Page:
At the end of the day you can survive without gold but not without food.
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ASX agricultural shares are increasingly drawing the attention of institutional investors.
Among other factors, the big money is being drawn by Australia’s reputation for high-quality foods, its location near huge Southeast Asian populations, and the simple fact we produce a lot more than we consume.
And it doesn’t hurt ASX agricultural shares that total production is forecast to grow 8% year-on-year to almost $66 billion, according to the Australian Bureau of Agricultural and Resource Economics and Sciences (ABARES).
With a glance at past performance, 2020 was highly profitable for much of Australia’s farmland. As the Australian Financial Review notes:
The latest Australian Farmland Index, which tracks the performance of a $1 billion basket of premium assets, found that farmland planted to annual broadacre crops such as wheat and canola or used to graze cattle and sheep delivered a nearly 30 per cent total return in 2020.
Almonds, grapes, citrus and other crops requiring more water and labour are often strong performers. But this segment underperformed in 2020, with a 4.8% total return.
What the experts are saying
Jos Boeren is Stafford Capital Partners’ head of agriculture and food investments. Speaking of Aussie farmland, Boeren said (quoted by the AFR), “We are increasingly being contacted by institutional investors who are looking to invest significant capital into farmland and timberland.”
Indeed, the number of funds seeking to invest in Aussie agriculture is rocketing. According to Colliers International’s head of agribusiness, Rawdon Briggs, “At present, there are approximately 43 food and agribusiness funds investing in all forms of agriculture compared
to only two in 2009.”
And the arrival of big money into the sector is helping increase efficiency and productive capacity in the market.
Jim McKay, Warakirri’s managing director said, “It’s one of the reasons why you are seeing a lot of interest from global pension funds in agriculture.”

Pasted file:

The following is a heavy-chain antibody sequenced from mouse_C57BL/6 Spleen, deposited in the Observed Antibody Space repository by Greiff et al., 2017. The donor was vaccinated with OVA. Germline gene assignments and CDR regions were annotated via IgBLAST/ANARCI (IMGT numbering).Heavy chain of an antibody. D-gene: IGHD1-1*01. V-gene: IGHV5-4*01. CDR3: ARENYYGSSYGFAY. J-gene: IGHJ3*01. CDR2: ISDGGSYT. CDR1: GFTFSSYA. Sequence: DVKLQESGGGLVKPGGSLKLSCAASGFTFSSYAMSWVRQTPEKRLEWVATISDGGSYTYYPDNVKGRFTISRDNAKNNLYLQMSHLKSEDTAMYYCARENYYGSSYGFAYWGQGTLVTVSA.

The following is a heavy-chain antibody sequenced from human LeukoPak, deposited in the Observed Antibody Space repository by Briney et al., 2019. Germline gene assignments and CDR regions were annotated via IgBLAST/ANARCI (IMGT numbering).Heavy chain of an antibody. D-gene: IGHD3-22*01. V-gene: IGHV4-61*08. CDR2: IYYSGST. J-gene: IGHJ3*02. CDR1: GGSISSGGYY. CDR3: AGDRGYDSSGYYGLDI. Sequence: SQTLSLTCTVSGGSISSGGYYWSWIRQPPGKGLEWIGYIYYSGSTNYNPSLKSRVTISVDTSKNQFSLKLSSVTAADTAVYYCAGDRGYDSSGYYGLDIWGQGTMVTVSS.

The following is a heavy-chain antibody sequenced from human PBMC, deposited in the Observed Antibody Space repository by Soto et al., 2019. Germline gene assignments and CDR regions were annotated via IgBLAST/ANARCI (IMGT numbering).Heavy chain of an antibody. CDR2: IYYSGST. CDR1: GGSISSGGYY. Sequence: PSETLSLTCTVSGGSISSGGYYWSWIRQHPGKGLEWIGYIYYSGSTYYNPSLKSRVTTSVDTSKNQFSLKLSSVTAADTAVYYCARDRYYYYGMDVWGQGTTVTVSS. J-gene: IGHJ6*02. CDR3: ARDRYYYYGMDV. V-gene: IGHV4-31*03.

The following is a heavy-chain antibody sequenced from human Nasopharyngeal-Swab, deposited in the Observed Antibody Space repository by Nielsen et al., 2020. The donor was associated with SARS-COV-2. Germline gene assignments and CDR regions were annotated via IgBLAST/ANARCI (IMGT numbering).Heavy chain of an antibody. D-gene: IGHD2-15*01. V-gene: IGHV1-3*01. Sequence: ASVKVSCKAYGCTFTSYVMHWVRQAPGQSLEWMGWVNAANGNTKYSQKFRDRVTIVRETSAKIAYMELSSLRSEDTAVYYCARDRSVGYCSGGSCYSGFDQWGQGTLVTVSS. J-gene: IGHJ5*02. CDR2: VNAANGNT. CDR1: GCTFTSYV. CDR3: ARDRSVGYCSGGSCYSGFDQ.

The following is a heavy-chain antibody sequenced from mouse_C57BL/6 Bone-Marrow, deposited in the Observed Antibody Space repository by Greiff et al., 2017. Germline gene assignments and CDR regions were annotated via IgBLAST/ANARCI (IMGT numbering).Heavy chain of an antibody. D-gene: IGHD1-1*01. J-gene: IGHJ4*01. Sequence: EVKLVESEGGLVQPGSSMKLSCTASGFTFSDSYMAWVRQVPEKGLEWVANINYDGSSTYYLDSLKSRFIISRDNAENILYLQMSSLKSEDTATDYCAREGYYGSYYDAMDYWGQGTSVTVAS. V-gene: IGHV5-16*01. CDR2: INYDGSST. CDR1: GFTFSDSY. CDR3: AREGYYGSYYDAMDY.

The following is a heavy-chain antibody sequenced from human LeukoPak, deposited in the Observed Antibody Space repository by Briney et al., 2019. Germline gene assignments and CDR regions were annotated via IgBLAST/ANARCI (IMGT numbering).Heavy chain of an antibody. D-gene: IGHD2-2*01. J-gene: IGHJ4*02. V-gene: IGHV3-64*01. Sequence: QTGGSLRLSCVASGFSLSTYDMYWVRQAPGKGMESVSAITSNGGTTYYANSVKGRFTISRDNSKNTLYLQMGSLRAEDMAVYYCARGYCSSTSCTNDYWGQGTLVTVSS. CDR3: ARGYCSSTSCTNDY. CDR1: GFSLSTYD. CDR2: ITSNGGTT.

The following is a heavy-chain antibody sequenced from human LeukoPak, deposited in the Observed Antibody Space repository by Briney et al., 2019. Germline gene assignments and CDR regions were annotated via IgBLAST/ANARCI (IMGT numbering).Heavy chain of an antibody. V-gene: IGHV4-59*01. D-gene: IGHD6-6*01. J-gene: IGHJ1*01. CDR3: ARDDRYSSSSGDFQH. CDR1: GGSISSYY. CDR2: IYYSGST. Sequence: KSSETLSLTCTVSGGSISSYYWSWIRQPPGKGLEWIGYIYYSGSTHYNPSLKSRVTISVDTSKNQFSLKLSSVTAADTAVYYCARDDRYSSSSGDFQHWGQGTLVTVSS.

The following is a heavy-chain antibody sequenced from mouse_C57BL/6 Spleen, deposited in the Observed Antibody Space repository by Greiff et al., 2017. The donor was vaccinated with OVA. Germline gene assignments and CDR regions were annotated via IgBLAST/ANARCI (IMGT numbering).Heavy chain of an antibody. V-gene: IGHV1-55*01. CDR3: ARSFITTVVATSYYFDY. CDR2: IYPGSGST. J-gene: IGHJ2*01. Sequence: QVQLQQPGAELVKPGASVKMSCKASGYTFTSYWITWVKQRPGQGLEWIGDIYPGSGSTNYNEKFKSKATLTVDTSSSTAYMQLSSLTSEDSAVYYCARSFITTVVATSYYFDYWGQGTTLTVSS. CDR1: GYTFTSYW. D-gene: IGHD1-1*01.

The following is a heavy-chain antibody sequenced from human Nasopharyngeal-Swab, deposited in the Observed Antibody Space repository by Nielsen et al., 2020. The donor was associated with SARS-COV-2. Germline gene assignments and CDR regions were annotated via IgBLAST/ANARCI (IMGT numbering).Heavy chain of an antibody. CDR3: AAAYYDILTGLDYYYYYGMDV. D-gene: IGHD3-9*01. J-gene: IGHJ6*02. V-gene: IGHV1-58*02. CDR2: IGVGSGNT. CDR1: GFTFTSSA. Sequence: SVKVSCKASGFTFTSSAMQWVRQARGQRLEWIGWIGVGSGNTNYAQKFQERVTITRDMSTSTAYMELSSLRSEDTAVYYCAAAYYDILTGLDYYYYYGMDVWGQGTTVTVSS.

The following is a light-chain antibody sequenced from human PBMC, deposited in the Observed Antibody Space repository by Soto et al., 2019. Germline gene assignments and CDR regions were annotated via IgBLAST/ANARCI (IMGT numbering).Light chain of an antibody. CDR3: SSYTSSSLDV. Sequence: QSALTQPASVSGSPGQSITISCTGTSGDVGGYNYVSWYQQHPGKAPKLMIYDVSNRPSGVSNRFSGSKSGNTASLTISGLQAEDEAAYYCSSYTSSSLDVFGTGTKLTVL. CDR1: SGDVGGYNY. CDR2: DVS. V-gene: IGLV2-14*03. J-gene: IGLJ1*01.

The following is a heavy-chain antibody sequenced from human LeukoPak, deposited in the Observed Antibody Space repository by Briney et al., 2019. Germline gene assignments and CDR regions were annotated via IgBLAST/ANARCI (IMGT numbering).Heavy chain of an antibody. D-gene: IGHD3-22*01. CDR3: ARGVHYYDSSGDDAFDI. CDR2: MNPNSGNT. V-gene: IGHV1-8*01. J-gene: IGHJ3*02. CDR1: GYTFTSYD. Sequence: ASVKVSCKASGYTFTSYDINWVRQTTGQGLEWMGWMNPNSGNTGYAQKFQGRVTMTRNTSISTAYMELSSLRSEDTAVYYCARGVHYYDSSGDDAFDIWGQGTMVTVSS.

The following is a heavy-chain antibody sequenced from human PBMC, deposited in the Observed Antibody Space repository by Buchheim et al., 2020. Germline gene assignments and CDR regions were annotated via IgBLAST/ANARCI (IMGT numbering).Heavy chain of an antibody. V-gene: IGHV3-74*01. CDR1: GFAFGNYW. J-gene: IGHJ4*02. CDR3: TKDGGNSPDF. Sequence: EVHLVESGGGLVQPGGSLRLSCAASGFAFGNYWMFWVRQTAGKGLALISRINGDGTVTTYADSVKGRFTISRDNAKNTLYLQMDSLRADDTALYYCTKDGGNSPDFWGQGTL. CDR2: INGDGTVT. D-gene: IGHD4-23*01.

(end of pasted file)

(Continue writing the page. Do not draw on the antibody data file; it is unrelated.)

2 leading ASX agricultural shares
There are a number of quality ASX agricultural shares investors can look into. For the purposes of this article, we’ll look at 2.
Rural Funds has a market cap of $867 million and pays a dividend yield of 4.4%, unfranked. Over the past 12 months, the Rural Funds share price has gained 26%, outpacing the 20% gains posted by the All Ordinaries Index (ASX: XAO). Year-to-date, Rural Funds’ shares have been under pressure, down 3%.
Select Harvests Limited (ASX: SHV) also has a place among the leading ASX agricultural shares. The company processes and distributes a range of nuts, dried fruits, seeds, and natural health foods.
Select Harvests has a market cap of $699 million and pays a 2.2% dividend yield, fully franked. The Select Harvests share price is down 11% over the past 12 months. 2021 has been off to a stronger start for the ASX agricultural share, which is up more than 9% year-to-date.
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The Motley Fool Australia’s parent company Motley Fool Holdings Inc. has no position in any of the stocks mentioned. Motley Fool Australia owns shares of and has recommended RURALFUNDS STAPLED. The Motley Fool has a disclosure policy. This article contains general investment advice only (under AFSL 400691). Authorised by Bruce Jackson.